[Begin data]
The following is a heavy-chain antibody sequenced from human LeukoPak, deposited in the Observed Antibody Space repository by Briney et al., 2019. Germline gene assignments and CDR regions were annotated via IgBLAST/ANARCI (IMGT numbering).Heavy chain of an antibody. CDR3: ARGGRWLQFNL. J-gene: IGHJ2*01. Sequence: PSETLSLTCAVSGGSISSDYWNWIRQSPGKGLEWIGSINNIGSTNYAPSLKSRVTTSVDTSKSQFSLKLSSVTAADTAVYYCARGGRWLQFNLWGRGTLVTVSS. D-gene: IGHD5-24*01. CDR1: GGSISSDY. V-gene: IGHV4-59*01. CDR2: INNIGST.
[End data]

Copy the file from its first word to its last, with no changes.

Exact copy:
The following is a heavy-chain antibody sequenced from human LeukoPak, deposited in the Observed Antibody Space repository by Briney et al., 2019. Germline gene assignments and CDR regions were annotated via IgBLAST/ANARCI (IMGT numbering).Heavy chain of an antibody. CDR3: ARGGRWLQFNL. J-gene: IGHJ2*01. Sequence: PSETLSLTCAVSGGSISSDYWNWIRQSPGKGLEWIGSINNIGSTNYAPSLKSRVTTSVDTSKSQFSLKLSSVTAADTAVYYCARGGRWLQFNLWGRGTLVTVSS. D-gene: IGHD5-24*01. CDR1: GGSISSDY. V-gene: IGHV4-59*01. CDR2: INNIGST.